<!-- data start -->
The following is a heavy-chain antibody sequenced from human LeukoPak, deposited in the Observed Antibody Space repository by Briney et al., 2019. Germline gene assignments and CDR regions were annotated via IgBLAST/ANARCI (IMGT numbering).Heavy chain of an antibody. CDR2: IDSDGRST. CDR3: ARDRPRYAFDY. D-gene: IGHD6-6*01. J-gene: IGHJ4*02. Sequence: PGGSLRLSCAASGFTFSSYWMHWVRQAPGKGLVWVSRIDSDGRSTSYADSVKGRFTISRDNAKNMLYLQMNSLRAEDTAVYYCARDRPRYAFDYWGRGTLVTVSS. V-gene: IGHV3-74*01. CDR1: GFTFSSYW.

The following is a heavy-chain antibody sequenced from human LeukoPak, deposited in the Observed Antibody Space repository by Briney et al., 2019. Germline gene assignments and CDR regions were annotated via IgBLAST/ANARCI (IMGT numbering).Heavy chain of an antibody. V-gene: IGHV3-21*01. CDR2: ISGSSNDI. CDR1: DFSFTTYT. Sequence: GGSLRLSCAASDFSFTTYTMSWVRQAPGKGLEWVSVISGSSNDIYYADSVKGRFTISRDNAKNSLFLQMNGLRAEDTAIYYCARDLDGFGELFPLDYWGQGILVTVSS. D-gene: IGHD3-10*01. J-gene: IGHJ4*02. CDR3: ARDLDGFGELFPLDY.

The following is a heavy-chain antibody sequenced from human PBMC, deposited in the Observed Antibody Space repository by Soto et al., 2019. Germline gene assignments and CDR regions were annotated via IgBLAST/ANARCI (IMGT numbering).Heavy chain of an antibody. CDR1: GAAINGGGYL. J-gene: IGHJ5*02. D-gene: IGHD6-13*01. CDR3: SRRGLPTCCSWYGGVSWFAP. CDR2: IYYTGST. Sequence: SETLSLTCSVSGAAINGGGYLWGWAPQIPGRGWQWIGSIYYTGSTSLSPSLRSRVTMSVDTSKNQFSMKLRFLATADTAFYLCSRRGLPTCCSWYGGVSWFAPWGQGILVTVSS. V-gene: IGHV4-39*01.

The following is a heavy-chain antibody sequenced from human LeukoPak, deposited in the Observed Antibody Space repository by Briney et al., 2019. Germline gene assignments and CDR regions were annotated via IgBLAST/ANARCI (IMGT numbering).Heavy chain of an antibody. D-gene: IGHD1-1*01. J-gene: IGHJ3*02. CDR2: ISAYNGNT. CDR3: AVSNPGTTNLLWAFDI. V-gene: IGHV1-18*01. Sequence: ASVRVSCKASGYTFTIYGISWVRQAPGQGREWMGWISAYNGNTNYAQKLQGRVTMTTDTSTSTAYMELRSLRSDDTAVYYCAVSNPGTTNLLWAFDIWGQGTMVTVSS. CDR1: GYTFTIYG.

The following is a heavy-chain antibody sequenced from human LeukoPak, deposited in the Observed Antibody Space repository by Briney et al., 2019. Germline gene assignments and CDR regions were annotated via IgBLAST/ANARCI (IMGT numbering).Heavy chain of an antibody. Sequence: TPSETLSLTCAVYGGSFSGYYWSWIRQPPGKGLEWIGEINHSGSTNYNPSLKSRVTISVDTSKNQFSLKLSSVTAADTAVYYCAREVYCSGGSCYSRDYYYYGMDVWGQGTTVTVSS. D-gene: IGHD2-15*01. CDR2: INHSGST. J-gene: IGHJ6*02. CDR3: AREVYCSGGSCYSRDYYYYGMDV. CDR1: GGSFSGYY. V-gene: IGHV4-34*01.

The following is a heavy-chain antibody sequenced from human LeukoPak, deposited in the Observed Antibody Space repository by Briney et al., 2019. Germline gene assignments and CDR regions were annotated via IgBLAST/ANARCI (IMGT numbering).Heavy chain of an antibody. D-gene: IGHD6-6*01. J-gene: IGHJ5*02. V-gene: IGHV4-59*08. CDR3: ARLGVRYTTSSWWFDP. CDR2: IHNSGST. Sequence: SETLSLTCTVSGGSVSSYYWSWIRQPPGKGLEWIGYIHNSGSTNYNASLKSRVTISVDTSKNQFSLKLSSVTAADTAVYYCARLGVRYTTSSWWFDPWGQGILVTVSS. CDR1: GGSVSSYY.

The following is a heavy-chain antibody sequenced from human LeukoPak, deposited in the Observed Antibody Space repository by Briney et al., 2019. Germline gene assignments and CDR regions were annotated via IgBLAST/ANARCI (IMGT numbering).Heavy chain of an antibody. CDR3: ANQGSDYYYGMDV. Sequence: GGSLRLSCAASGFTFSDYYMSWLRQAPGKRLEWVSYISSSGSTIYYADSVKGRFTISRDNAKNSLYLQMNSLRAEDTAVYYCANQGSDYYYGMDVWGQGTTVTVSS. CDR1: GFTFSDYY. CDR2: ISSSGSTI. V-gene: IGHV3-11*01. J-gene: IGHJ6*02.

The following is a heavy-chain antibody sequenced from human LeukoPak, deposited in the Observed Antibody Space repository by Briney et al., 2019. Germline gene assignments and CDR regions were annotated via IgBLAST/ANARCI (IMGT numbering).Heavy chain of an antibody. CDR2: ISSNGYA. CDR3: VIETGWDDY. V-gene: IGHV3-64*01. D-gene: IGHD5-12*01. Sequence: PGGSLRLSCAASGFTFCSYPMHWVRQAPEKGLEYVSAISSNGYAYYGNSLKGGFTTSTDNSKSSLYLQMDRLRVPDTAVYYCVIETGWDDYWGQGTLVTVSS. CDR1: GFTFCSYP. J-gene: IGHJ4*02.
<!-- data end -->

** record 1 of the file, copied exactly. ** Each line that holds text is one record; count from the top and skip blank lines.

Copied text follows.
The following is a heavy-chain antibody sequenced from human LeukoPak, deposited in the Observed Antibody Space repository by Briney et al., 2019. Germline gene assignments and CDR regions were annotated via IgBLAST/ANARCI (IMGT numbering).Heavy chain of an antibody. CDR2: IDSDGRST. CDR3: ARDRPRYAFDY. D-gene: IGHD6-6*01. J-gene: IGHJ4*02. Sequence: PGGSLRLSCAASGFTFSSYWMHWVRQAPGKGLVWVSRIDSDGRSTSYADSVKGRFTISRDNAKNMLYLQMNSLRAEDTAVYYCARDRPRYAFDYWGRGTLVTVSS. V-gene: IGHV3-74*01. CDR1: GFTFSSYW.